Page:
Drones are really data vacuums. Here’s how one startup plans to clean up

Drone

Drones may still be a bit of a novelty in the skies, but cottage industries are already springing up around expectations that their impact will be enormous.

Fleets of drones are already being used in fields such as law enforcement, agriculture, real estate management and construction. Many other applications are expected to burst forth as standards and regulations take shape.

Companies such as Flyspan Systems Inc. are getting in on the ground floor. The Los Angeles-based startup is developing analytics software that helps owners of drones fleets deploy their airborne devices more efficiently. Now it’s adding image recognition to alert drone owners to problems the machines spot from the sky. Up next: artificial intelligence-driven video recognition.

Brock Christoval, FlyspanFlyspan launched in February 2014, just two months after Amazon.com made headlines by announcing an audacious plan to deliver shipments directly to customers via drones. “That’s when the industry really took off,” said Flyspan Chief Executive Brock Christoval (right).

Christoval and co-founder Vinny Capobianco immediately saw the potential for commercial applications. Drones can easily reach some of the most inhospitable places on the planet, which makes them ideal for tasks like diagnosing problems on oil rigs or gas pipelines and checking cell phone towers.

Data from above

Drones are data capture machines. They can stream sensor data and video feeds to central monitoring facilities for instant analysis. That’s where Flyspan fits in. It’s building a platform to capture live data from drone fleets and massage it into information its customers can use to optimize efficiency and spot problems. Its secret sauce is software that harmonizes video and data streams to enable decision-makers to precisely pinpoint the location and time of the drone fly-over.

“We let pilots do the job of flying drones so the decision-makers can sit in an office and make informed decision,” Christoval said.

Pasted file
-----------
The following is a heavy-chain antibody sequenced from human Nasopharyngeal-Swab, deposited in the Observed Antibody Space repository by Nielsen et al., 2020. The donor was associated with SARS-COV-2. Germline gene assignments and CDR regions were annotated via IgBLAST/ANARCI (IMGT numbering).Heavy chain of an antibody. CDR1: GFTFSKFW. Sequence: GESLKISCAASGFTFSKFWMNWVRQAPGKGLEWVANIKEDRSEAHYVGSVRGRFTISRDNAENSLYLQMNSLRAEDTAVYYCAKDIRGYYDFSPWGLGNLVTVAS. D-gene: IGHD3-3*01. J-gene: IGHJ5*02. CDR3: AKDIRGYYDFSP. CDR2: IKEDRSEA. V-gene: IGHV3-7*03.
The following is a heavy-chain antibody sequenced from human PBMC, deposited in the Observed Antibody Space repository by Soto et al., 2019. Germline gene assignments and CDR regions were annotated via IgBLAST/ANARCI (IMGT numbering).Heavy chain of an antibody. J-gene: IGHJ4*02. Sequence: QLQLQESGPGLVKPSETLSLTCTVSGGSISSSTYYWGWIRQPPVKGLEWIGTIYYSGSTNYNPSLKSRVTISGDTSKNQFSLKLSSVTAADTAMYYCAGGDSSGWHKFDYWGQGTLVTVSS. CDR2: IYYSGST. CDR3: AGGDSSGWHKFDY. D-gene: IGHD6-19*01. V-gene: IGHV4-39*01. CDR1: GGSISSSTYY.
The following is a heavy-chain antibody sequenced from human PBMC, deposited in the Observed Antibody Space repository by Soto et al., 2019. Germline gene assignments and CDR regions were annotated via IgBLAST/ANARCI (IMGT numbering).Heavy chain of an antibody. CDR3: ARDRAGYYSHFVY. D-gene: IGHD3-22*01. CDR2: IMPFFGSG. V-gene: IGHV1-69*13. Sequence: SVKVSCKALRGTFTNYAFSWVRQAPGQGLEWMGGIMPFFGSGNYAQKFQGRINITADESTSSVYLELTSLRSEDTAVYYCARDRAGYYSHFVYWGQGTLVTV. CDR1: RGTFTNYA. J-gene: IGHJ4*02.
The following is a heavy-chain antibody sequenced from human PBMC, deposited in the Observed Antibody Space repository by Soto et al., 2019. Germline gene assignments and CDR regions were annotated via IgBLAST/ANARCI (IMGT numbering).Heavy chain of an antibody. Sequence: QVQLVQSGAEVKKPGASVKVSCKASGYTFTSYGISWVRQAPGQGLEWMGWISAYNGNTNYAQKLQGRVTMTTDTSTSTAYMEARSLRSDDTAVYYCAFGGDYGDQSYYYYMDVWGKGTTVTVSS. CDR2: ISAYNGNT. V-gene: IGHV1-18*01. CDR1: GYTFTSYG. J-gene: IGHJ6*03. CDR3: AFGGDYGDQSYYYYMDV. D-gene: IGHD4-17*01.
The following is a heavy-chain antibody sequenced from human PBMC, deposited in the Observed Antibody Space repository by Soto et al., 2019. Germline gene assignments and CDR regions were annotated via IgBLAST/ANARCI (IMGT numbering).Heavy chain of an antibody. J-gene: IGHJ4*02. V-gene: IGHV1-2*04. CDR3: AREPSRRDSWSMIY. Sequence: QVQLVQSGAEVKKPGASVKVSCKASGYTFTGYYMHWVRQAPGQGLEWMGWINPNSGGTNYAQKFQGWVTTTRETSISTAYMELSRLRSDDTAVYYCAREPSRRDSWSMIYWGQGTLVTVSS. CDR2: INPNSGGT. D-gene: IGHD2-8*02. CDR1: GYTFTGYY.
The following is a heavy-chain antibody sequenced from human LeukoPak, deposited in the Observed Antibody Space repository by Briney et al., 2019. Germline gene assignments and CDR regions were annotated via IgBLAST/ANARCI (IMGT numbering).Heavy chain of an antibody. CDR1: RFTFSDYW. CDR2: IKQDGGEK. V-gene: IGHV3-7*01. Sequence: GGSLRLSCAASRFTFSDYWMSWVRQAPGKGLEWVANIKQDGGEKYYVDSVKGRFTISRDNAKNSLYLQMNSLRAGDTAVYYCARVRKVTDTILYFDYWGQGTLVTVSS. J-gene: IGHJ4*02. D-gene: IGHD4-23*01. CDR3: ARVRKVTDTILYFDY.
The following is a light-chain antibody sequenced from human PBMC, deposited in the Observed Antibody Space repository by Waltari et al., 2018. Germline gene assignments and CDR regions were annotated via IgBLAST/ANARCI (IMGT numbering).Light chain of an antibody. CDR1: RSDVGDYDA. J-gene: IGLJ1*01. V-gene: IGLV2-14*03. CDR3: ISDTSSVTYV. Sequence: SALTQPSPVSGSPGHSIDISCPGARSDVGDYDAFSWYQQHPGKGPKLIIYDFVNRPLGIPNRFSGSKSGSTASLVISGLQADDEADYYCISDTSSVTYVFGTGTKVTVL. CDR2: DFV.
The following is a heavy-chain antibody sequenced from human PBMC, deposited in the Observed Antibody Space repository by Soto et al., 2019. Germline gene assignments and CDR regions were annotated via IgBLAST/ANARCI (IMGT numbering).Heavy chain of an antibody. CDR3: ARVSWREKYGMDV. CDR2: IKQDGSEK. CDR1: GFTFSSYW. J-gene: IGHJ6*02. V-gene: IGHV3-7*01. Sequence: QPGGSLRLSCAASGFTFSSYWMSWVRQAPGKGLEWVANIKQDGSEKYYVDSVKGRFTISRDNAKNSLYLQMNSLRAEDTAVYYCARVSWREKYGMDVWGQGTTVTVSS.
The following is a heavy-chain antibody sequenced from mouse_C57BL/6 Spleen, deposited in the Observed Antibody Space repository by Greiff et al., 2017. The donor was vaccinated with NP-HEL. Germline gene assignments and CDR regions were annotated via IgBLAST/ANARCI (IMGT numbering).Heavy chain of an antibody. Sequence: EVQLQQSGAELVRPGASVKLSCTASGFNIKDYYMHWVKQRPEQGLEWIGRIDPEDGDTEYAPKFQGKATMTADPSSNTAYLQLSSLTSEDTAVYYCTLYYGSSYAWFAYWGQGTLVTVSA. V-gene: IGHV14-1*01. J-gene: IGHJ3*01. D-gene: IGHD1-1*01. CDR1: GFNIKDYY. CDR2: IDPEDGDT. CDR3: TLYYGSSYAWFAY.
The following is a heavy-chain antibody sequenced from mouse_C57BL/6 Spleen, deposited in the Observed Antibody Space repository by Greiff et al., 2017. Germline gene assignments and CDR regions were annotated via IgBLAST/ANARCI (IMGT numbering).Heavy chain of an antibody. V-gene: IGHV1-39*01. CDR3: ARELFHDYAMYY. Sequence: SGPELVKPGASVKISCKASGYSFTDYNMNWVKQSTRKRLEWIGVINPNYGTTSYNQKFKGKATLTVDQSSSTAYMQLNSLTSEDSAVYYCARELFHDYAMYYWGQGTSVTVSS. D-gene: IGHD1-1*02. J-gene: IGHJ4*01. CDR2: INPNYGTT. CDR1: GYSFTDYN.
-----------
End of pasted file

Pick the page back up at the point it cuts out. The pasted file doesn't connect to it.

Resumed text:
The challenge is separating the wheat from the chaff. Drones deliver a lot of data, but not all of it is important to every customer or application. Altitude, temperature, geographic coordinates, wind velocity, and battery voltage may be background noise to someone monitoring video to look for disruptions in the pipeline, but vital data to someone performing predictive maintenance.

Filtering the right data out of the stream is typically done with data integration software and involves a time-consuming extract/transfer/load process. In Flyspan’s world, there’s no time for that. The company instead chose a data preparation tool from Trifacta Inc. that’s designed for data transformation in environments that don’t use big data platforms. The company calls the preparation process “data wrangling,” and a key feature of its toolset is the ability for users to visualize data as it’s transformed and imported into an analytics engine. “It’s an intuitive product,” Christoval said. “The visualization is responsive and dynamic.”

Filtering on the fly

That fit the bill just about perfectly for Flyspan. “In a traditional data lake, the problem is visualization. It’s hard to tell in a CSV or tab-delimited view where to make data start and stop, and where to take out extraneous data,” Christoval said. “With Trifacta we’re able to visualize all that.”

Filtering data isn’t the only challenge. Drones may cross time zones in the process of making their rounds, and the data may be sent to a control center in yet a third time zone. Normalizing these factors through offset calculations is critical to knowing exactly where the drone is located as it conducts surveillance. “That can be the most gruesome thing to work with,” Christoval said. Trifacta makes this simple through the addition of a column that adjusts for time variances.

Flyspan believes it’s on the cusp of a drone-powered revolution. “The industry is about to explode,” Christoval said. His company is in late-stage development with technology that can analyze videos to look for anomalies such as water leaks in a pipeline or missing transceivers on a cell phone tower. The company is also exploring opportunities to create mobile hotspots that are essentially traveling launch pads for drone fleets.

That’s a big agenda for a company with only six people, but Christoval said the sky’s the limit. Flyspan is in the process of raising funds, and it already has paying customers. “We’re totally passionate about this,” he said. “We’re excited about being able to change the world.”

Photo by Peter Linehan via Flickr CC